Herzog thanks Gary Bart, "the secret father" of the film and one of its producers, whose grandfather was the central character in "Invincible." The director ID's the low-key Tim Roth, on hand for the screening, as an actor who possesses "the grace of God." By now there's an extremely warm feeling of positive disposition to everything that's about to be seen on the screen.

The film starts and right away there are signs of trouble. We see a little peasant kid reciting a parable for his strongman pal, but it's spoken in some kind of dialect knocked off from an Isaac Bashevis Singer story — it comes off like a dodgy attempt at some sort of universal-market film esperanto.

Then the strongman and his little brother go to a medievel-type mess hall and act out this scene straight from the Sergio Leone and John Milius school of Western showdown: they get taunted by neanderthals ("What do you know, a couple of Jews? Just look at them. One Jew's too skinny and one's too fat." etc.) and the strongman winds up using a couple of these villainous stooges to break up the furniture.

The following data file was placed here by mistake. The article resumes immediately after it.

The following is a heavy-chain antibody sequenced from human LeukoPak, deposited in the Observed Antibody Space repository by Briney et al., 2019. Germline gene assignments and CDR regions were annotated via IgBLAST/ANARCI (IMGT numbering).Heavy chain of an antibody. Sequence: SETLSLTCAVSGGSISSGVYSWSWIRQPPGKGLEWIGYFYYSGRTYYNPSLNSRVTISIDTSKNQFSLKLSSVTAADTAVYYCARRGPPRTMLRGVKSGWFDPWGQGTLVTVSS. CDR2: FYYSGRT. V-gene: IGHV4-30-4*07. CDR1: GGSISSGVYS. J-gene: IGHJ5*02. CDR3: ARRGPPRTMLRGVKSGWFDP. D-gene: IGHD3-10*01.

So far so good. Except style-wise, the action's just as unexciting as the herzog & bartokdialogue was: suprisingly dull and homely. Without the designer label you'd be inclined to denounce it as pretty damn shoddy. Except you are actually getting a little buzz because you know some of the "badness" is intentional, a little sadistic frisson to keep the filmmaker, if not the audience, from falling asleep.

Meanwhile this is all fully in character. You gotta remember Herzog from his essential performance in front of the camera — in Harmony Korine's "Julien, Donkey Boy" (1999). As a satire on the Father Figure, Herzog's Germanic jerk-off kicked serious ass for all 175 people who saw it. While free associating pompous dialogue, Herzog does this hilarious bit about "no sissies allowed," and in his day they were all hard-asses and supermen. He chugs cough syrup and repeats dialogue from "Dirty Harry." That's the place where Herzog overtly gives his props to macho man writer John Milius.